Our animation community continues to lead the world in the stop-motion art form. Three feature films are in production here in Oregon utilizing this unique storytelling medium while a fourth feature, done in a more “traditional” manner is also in production. These include work from Laika, Deep Sky, Henry Selick, Jordan Peele, and Keegan Michael Key, and Guillermo del Toro.

The Oregon interactive community created amazing titles like “Rival Peak,” “Cat Lady,” “Floppy Knights,” “Garden Story,” “Madden NFL,” “Super Fight,” “Soccerdie” and “Redwall,” from local companies like Rose City Games, Pipeworks in Eugene and Soma Games in Newberg.

And, not to be outdone, our VFX community also contributed to a growing number of projects. These include “Legion” for Netflix and “For All Mankind” for AppleTV.

This has been an unusual year on so many fronts, but our industry rebounded in some aspects and suffered in others. The tracked economic spending in the third and fourth quarter of 2019 was the same as the tracked economic spending in quarters three and four in 2020, but small indie productions found it hard to navigate the costs and protocols that were necessary in a post COVID world. Our office tried to help by providing free PPE to smaller productions and guidance on how to navigate the Production Protocols.

Currently, the 2019-2021 biennium is tracking $150M of in-state spending that was directly associated with projects coming through our incentive programs. This represents more than 60 different projects utilizing locations, crews, and vendors in many areas of the state – like Hood River, the North Coast, Gold Beach & Curry County, Washington & Clackamas Counties, Bend, and Sandy.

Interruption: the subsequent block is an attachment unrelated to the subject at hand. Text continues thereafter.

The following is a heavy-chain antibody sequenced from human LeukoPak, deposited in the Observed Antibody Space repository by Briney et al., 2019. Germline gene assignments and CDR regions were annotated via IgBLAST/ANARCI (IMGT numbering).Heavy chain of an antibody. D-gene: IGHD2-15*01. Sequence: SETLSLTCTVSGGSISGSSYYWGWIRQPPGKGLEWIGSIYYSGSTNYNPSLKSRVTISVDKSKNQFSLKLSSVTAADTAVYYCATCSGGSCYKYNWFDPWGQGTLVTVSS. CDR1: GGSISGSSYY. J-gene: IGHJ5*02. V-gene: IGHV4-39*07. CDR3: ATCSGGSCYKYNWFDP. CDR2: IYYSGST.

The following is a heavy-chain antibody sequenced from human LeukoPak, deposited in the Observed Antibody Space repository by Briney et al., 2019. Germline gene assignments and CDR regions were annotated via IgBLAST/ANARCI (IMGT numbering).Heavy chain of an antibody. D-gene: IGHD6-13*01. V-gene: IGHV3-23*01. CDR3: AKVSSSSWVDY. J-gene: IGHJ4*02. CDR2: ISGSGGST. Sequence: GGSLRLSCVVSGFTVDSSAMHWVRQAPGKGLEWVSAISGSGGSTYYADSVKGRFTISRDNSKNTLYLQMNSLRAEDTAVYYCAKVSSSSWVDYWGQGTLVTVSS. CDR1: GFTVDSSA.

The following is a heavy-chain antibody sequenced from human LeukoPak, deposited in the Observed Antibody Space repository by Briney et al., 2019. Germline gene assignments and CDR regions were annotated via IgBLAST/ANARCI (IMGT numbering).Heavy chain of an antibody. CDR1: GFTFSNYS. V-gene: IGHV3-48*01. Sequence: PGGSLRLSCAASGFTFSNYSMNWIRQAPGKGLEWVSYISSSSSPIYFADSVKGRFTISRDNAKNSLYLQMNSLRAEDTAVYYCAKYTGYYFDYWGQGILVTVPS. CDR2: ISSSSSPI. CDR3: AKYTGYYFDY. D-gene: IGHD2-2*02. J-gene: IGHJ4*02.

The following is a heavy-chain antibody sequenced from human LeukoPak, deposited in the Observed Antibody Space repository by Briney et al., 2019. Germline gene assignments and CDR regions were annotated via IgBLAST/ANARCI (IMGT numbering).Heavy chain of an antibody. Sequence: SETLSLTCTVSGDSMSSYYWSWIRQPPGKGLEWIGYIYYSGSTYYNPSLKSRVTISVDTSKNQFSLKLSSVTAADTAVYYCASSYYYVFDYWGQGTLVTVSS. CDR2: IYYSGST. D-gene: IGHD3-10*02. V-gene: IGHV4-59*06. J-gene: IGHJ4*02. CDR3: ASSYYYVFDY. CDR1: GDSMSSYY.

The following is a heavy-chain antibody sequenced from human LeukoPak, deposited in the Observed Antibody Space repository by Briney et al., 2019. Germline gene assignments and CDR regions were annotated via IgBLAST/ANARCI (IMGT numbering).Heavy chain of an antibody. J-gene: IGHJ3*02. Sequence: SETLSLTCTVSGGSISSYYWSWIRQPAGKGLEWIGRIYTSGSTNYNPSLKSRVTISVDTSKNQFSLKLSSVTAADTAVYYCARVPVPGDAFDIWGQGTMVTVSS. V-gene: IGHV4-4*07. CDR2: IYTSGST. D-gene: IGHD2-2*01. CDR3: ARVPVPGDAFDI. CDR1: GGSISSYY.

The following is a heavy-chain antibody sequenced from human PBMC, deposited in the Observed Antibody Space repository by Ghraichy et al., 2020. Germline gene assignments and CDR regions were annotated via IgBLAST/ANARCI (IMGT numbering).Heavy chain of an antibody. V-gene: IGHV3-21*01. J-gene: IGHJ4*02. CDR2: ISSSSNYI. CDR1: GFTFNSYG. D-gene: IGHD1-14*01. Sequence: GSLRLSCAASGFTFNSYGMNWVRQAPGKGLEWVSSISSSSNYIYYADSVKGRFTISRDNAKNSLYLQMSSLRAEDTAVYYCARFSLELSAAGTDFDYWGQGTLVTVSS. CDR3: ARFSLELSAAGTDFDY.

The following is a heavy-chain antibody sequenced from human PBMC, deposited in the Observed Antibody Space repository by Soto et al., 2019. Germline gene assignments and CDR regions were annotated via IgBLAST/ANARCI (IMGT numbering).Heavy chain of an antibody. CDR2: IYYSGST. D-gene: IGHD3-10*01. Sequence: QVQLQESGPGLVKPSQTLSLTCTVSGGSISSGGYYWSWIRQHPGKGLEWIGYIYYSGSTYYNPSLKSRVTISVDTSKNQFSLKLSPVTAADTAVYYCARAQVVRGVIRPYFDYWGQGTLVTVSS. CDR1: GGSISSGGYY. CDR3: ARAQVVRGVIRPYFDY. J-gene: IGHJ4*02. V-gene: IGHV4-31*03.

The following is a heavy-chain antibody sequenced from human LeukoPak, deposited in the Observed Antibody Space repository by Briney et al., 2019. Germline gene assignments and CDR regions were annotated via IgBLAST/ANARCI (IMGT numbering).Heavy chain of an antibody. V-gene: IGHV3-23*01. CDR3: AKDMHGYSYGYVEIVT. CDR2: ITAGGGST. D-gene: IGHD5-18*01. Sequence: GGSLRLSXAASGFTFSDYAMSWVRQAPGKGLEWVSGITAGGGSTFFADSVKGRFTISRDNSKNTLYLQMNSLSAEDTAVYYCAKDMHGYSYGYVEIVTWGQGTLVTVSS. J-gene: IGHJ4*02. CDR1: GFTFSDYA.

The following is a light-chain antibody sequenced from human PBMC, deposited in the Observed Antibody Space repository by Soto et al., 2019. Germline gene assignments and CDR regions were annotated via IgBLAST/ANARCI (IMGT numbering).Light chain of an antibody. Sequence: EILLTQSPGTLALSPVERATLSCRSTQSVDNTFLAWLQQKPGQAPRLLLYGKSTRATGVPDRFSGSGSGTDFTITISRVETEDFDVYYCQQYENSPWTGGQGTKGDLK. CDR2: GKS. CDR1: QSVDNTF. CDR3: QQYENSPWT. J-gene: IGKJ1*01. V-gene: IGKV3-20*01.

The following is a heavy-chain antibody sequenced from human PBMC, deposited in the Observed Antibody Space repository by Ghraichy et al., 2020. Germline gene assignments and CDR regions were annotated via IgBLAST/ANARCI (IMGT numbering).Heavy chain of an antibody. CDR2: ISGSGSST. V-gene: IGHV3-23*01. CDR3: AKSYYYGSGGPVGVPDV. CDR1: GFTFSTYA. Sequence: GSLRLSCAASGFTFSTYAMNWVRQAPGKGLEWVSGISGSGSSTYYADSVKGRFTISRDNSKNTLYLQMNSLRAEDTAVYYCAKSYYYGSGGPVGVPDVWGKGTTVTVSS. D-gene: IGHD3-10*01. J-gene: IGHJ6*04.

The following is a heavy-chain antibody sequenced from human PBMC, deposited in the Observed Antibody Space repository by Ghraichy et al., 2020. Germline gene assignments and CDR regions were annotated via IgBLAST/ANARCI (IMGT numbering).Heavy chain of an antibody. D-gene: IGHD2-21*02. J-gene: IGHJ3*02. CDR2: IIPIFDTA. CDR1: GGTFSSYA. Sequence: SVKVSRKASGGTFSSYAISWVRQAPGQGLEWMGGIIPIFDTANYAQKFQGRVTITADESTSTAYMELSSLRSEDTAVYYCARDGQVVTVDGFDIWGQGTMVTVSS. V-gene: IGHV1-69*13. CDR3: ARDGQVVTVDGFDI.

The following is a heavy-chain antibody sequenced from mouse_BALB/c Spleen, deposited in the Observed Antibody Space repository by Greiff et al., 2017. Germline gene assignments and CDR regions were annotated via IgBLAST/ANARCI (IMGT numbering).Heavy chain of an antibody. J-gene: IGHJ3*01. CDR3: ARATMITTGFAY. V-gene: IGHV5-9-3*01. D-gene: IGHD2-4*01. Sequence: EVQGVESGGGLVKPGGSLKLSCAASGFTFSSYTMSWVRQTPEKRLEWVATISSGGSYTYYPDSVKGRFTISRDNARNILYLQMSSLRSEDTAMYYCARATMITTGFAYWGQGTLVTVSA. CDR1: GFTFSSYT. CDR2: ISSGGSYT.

Sadly, our operating budget was reduced at the onset of the pandemic and we came to rely on many partners across the state. This includes the OMPA, Lane County Filmmakers, Travel Oregon, Outside the Frame, IATSE Local 488, SAG-AFTRA, The Central Oregon Film Office, Klamath Film, BendFilm (who continued to program films in the alley outside their Tin Pan Theater), Eastern Oregon Film festival (who held a unique Filmmakers Residency program in May of 2021), Northwest Film Center (who produced the brilliant Cinema Unbound Awards virtually this year), Ashland Independent Film Festival and the Oregon Film Museum. We are grateful for their leadership and partnership.

Through the work of our separately designated 501(c)(3) non-profit the #OregonMade Creative Foundation we have managed to continue our work in project granting, filmmaker support, workforce development, and the identification of the deep and robust filmmaking history throughout our state. You can find a list of current & past granting and workforce development programs awarded through the OMCF by going to the #OregonMade website. Together these programs have helped to bring close to $100,000 to projects and filmmakers working here in the state, even though the pandemic.

Utilizing unique partnerships with places like Travel Oregon, Willamette Writers, Soma Games, and RACC, OMCF has continued to finance and promote several specially designed programs awarding grants such as two more Outdoor Diversity Film Grants and three Tell Your Story grants not connected to specific projects but rather simply supporting individual filmmakers. In addition, OMCF also presented the Park Bench Story project that brought together stories and ruminations from the pandemic and a dedication to Soma’s John Bergquist, who died before the project he helped to spearhead was launched.